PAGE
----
Toy car parts likely used to detonate marathon bombs, investigators conclude

Authorities investigating the Boston Marathon bombing have concluded that the bombs mostly likely relied on components from remote-controlled toy cars for the detonation mechanism, according to a bulletin from the FBI and Homeland Security Department.

Fox News has learned that the bulletin, sent Monday night to update local, state and federal law enforcement, is based on new forensic analysis of the bombs and reads in part, “each device likely incorporated an electric fusing system using components from remote controlled toy cars, such as a transmitter and receiver pair operating at 2.4 GigaHertz, and an electric speed controller used as a switch mechanism and sub-c rechargeable battery packs as power source."

House Homeland Security Committee Mike McCaul, who has been briefed on the bombing investigation, told Fox News the new information is further confirmation the two bombs were not made by amateurs.

“This transmitter that was used out of a toy car, that's a very sophisticated pressure cooker bomb that you don't see every day," McCaul said. "My judgment is they had training performed by either an individual or individuals who are still at large.”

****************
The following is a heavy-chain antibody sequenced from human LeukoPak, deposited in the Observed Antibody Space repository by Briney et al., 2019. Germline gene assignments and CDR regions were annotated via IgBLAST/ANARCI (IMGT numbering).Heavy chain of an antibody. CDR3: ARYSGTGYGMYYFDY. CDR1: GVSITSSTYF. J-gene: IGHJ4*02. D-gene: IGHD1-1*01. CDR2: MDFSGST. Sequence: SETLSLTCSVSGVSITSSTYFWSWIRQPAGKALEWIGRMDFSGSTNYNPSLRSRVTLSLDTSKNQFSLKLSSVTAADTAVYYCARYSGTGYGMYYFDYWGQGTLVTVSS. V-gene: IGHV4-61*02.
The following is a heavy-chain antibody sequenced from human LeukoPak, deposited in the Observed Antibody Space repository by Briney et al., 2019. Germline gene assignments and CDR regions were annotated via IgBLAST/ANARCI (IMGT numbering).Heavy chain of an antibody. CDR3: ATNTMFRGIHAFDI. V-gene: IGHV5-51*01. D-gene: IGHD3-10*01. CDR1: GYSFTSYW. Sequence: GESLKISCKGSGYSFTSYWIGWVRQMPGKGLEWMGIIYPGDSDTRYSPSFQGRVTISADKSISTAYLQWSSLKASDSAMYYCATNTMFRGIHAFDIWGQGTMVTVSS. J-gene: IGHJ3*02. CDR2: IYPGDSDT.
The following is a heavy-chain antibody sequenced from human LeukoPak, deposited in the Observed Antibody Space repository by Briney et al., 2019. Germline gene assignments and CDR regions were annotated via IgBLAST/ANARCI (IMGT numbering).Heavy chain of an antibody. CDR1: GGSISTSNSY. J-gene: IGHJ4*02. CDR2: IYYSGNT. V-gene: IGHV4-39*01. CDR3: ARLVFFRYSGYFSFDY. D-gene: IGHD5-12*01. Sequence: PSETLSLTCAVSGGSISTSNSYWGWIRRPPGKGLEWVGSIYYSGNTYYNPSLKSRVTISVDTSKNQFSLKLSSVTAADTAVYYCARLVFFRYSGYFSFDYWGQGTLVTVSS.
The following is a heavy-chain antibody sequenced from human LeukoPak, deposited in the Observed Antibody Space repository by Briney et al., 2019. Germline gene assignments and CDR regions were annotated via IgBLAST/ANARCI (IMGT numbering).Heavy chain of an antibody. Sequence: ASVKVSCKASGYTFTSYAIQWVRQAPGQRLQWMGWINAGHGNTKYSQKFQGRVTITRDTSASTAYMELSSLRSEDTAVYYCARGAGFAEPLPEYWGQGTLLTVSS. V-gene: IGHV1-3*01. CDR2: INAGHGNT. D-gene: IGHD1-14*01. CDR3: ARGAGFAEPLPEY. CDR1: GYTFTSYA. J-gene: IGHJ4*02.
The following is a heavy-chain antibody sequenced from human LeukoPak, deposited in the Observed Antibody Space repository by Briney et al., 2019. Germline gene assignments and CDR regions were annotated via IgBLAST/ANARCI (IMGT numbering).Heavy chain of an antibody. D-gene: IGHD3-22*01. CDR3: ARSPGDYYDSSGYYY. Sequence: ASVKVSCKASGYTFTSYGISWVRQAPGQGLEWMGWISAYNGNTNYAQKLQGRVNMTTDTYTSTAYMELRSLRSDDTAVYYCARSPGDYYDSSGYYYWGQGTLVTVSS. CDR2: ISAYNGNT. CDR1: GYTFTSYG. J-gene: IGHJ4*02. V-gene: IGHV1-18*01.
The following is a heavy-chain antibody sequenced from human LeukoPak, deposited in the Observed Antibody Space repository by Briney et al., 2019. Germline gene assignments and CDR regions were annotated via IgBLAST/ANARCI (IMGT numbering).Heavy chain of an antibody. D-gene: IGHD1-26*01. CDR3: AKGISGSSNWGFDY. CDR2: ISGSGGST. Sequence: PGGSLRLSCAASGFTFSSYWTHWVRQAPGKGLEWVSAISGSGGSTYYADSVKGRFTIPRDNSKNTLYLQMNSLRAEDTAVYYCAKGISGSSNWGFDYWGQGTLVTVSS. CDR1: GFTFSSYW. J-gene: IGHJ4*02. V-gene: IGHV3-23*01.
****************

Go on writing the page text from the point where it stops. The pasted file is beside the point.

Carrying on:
Fox News is told the bulletin also concludes that the two bombs were not identical, as the early reporting suggested. One bomb contained bb’s and nails for shrapnel, while the other only contained nails.

Jonathan Gilliam, a former member of the FBI’s New York Joint Terrorism Task Force and former Navy SEAL, told Fox News that the quantity and effectiveness of the devices also suggested formal, hands-on training, not expertise that could be gleaned from online Al Qaeda instruction manuals like “Inspire” magazine.

“If you look in a book and try to construct something, you can make an object. But when you add in explosives to it and you don't know how those explosives should be handled, you're setting yourself up for a lost hand or even life," Gilliam explained.

Fox News was told the type of explosive was listed in the bulletin as a “blend” containing “nitrate and perchlorate-based oxidizers,” which Gilliam added was consistent with fireworks explosives. Fox News confirmed Monday that Tamerlan Tsarnaev bought fireworks on Feb. 6 in New Hampshire and asked for the most powerful and loudest available.

Fox News correspondent Catherine Herridge's book "The Next Wave: On the Hunt for al Qaeda's American Recruits"  predicted in 2011 the rise of homegrown terrorism, laid out the profile of the new generation of al Qaeda inspired American recruits and explained the role of social media in the new digital jihad.